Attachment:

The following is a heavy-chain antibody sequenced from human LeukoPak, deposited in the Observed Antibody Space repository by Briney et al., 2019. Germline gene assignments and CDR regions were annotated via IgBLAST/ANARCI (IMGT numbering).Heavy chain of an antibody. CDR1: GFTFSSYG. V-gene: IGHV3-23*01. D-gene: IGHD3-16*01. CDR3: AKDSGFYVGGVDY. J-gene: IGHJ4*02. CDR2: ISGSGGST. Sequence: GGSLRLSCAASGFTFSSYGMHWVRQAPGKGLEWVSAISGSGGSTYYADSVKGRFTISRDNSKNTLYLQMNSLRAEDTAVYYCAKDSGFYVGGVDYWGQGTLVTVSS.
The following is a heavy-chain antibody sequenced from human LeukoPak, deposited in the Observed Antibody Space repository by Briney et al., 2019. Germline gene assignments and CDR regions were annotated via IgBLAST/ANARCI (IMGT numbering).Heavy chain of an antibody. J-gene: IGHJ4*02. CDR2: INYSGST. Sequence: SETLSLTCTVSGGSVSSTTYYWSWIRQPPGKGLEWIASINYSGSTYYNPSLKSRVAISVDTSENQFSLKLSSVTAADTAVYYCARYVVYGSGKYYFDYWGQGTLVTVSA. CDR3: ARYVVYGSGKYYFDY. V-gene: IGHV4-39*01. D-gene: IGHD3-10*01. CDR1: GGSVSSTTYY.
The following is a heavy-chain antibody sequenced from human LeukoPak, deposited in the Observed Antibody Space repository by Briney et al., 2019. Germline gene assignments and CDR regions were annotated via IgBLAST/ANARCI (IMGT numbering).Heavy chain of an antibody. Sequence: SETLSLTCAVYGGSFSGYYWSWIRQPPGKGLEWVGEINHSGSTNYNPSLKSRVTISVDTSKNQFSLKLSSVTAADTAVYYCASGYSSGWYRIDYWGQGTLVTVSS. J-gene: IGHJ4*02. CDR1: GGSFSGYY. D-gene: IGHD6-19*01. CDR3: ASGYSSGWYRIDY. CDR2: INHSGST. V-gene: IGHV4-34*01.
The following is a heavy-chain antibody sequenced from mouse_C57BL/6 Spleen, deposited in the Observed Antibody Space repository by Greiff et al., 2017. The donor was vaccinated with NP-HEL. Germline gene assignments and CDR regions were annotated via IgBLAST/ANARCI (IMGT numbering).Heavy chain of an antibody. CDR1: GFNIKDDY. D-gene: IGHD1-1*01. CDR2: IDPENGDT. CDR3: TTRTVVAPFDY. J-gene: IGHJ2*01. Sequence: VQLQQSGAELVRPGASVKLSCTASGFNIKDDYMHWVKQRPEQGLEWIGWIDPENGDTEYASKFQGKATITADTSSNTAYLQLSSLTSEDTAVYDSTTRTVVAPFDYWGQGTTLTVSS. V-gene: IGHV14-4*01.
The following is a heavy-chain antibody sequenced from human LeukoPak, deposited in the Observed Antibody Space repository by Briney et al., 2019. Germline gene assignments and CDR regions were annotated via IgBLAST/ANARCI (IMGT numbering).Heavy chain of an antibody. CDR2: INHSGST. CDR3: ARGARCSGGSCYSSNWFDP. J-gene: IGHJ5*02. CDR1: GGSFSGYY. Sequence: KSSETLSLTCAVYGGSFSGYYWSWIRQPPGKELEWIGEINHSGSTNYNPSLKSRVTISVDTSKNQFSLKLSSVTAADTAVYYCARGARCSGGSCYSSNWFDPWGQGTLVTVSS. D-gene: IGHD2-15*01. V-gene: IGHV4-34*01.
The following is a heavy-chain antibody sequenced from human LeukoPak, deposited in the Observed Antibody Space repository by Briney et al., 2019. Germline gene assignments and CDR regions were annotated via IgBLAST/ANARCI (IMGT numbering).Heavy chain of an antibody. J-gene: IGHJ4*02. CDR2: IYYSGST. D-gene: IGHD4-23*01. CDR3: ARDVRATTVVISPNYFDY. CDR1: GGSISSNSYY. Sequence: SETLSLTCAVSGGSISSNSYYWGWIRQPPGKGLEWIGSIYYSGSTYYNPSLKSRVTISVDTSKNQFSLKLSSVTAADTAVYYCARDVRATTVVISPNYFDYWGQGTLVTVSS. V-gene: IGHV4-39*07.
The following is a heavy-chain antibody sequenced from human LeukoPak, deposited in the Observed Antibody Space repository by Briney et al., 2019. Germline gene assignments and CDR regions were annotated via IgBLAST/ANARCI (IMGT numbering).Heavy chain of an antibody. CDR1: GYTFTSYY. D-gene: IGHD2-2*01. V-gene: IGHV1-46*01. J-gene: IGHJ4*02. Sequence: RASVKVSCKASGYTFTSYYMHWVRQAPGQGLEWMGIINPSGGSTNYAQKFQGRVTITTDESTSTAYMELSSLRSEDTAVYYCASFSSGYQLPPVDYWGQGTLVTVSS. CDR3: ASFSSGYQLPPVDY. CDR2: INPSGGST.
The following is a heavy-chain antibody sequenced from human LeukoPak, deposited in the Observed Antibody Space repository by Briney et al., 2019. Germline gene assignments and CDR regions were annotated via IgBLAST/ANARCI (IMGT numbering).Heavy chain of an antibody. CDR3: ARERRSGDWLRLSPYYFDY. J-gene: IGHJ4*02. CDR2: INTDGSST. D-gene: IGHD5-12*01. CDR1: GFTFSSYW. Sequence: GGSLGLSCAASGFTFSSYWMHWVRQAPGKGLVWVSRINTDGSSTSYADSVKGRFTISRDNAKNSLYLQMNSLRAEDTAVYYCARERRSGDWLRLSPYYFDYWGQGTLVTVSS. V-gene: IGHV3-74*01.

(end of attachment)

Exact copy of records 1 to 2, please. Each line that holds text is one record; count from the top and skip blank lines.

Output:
The following is a heavy-chain antibody sequenced from human LeukoPak, deposited in the Observed Antibody Space repository by Briney et al., 2019. Germline gene assignments and CDR regions were annotated via IgBLAST/ANARCI (IMGT numbering).Heavy chain of an antibody. CDR1: GFTFSSYG. V-gene: IGHV3-23*01. D-gene: IGHD3-16*01. CDR3: AKDSGFYVGGVDY. J-gene: IGHJ4*02. CDR2: ISGSGGST. Sequence: GGSLRLSCAASGFTFSSYGMHWVRQAPGKGLEWVSAISGSGGSTYYADSVKGRFTISRDNSKNTLYLQMNSLRAEDTAVYYCAKDSGFYVGGVDYWGQGTLVTVSS.
The following is a heavy-chain antibody sequenced from human LeukoPak, deposited in the Observed Antibody Space repository by Briney et al., 2019. Germline gene assignments and CDR regions were annotated via IgBLAST/ANARCI (IMGT numbering).Heavy chain of an antibody. J-gene: IGHJ4*02. CDR2: INYSGST. Sequence: SETLSLTCTVSGGSVSSTTYYWSWIRQPPGKGLEWIASINYSGSTYYNPSLKSRVAISVDTSENQFSLKLSSVTAADTAVYYCARYVVYGSGKYYFDYWGQGTLVTVSA. CDR3: ARYVVYGSGKYYFDY. V-gene: IGHV4-39*01. D-gene: IGHD3-10*01. CDR1: GGSVSSTTYY.